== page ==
Greg Kaczmarek had avoided indictment when the rest of the defendants were named. Prosecutors and the state police Community Narcotics Enforcement team had mounds of recordings. Two calls were identified early on, both with Lisa Kaczmarek on the phone with Kirkem, discussing trying to get cocaine for Greg’s birthday.
Greg Kaczmarek was identified as taking part in the phone call, talking from the background. The calls were referenced in the May indictments and Greg Kaczmarek’s name was used. But the former chief was not indicted. Officials said it was over the summer that the evidence against Greg Kaczmarek mounted. Phone numbers were received and matched to recordings and to Greg Kaczmarek, his voice also recognized.
Armed with that new information, prosecutors and police combed through the recordings. Eventually, they compiled a lengthy list of phone calls that began Feb. 1.
On one call Greg Kaczmarek chastised Kirkem that he was holding up “business” when cocaine wasn’t available, an exchange included in the September indictment and a recording that would likely have been played to a jury had the case gotten that far.
Greg and Lisa Kaczmarek were the 22nd and 23rd defendants to accept plea deals. Two cases remain open.
Sentencings in the others have begun in earnest. Four took place Monday, three Tuesday afternoon.
Michelle Soto, 30, accepted 31⁄2 years in state prison. She would take turns answering the group’s drug phone, prosecutors alleged. Kareem Reid, 26, received one year in jail after admitting to conspiracy.
Gary Cherny, who has admitted to being addicted to heroin, accepted his four-year sentence. He, along with co-defendant Miles Smith, were accused in the indictment of moving a safe used to store cash, weapons and drugs from a Union Street apartment to Avenue A.
Smith is the son of Lisa Kaczmarek. He is awaiting sentencing, expected to be three years.
Drago noted that like other defendants in the case, Cherny suffered from drug addiction and mental health issues. That was exactly the profile that Kirkem exploited to gain many of his workers, Drago noted.
Greg Kaczmarek served as Schenectady police chief from 1996 to 2002, during which he gained friends as well as enemies. He finally retired in the wake of a department drug scandal that sent four officers to prison after a federal investigation. Another officer, William Marhafer II, committed suicide as the investigation hit fever pitch.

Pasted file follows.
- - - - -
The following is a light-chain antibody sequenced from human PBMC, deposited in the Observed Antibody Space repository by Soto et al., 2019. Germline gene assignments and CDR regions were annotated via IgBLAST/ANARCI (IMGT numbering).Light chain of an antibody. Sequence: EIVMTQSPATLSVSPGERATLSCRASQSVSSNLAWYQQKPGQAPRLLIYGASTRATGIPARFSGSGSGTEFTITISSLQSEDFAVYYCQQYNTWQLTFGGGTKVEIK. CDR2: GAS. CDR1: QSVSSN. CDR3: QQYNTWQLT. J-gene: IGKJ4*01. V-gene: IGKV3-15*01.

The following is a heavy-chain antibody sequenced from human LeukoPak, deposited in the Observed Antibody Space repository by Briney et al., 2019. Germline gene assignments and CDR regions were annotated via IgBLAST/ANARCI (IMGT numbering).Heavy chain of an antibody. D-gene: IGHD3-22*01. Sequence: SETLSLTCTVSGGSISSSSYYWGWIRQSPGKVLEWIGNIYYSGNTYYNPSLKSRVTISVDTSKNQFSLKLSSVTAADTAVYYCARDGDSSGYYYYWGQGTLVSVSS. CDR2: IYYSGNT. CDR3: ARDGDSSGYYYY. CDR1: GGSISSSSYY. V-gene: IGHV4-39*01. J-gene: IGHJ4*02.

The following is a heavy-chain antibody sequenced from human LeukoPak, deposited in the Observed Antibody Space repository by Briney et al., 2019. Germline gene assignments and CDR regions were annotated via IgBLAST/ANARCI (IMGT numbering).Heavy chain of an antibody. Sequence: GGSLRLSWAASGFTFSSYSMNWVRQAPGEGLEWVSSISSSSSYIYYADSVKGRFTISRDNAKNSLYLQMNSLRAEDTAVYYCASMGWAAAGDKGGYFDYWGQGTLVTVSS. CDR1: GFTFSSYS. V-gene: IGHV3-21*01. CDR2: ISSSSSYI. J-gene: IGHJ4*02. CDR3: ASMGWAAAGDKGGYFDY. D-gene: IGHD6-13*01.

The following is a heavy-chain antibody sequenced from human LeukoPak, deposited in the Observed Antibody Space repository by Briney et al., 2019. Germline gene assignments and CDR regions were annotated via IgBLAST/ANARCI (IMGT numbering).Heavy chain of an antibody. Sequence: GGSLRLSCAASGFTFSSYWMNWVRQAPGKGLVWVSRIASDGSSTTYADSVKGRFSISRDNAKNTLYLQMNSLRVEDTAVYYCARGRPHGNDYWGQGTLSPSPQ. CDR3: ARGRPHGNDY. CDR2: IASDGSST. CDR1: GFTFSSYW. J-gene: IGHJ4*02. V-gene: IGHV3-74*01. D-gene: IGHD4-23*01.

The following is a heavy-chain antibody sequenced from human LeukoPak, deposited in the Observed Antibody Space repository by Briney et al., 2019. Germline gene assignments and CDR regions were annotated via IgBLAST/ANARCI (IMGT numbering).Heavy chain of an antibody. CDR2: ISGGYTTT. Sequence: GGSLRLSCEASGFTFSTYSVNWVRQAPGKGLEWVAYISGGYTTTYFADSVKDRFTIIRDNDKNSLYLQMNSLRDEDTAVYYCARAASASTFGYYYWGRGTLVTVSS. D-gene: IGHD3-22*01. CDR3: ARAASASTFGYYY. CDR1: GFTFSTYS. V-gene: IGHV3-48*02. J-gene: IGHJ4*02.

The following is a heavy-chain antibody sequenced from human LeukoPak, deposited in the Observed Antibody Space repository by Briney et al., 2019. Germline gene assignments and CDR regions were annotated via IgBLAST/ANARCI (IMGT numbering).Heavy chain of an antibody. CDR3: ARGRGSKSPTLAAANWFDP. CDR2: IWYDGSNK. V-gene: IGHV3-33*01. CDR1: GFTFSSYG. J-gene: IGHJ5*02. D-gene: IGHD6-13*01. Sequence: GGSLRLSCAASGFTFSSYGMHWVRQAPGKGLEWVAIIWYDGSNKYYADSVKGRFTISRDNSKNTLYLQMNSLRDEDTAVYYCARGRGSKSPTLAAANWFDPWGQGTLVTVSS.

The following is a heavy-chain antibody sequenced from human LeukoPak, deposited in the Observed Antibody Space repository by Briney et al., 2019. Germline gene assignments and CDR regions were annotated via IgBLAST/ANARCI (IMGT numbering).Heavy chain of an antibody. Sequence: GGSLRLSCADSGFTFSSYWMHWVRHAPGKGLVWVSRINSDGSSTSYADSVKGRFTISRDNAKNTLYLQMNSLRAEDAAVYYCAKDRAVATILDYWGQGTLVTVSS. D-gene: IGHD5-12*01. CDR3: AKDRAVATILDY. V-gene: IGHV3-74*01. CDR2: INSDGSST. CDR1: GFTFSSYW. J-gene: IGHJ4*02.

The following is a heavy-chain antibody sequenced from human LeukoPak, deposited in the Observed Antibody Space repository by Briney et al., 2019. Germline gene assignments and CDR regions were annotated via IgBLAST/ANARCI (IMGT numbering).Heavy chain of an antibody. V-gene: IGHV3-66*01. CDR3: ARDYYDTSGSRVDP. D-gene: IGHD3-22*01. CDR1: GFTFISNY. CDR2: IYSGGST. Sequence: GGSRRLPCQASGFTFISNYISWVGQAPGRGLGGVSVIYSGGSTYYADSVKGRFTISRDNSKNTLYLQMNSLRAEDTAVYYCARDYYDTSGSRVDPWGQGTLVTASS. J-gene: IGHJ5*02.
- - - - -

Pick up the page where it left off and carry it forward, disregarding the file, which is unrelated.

On the courthouse steps, Kaczmarek spoke of support from the community and family. Members of the community reached out to him, he said.
Few appeared to be in the courtroom. Local media took up much of the gallery space, along with some court workers.
Among the few members of the public attending the appearance were officer Marhafer’s parents, William and Sheila Marhafer.
“He can’t go away long enough, as far as I’m concerned,” the father said later. “He got off damn easy.”
Greg and Lisa Kaczmarek will remain on bail until their Feb. 2 sentencing. Each has posted $10,000 to remain free.
In the meantime, the county probation department will speak with them, creating a presentencing investigation report. The reports provide judges with more information regarding the case and the individual. In rare cases, they uncover information that can cause a judge to void a plea deal.
The Kaczmareks were ordered to go directly to the probation department to begin the process. They apparently used a side exit, the most direct route, to get there.
Later, outside the probation department, husband and wife sat alone in chairs, filling out the required paperwork in preparation for sentencing.
Neither offered further comment.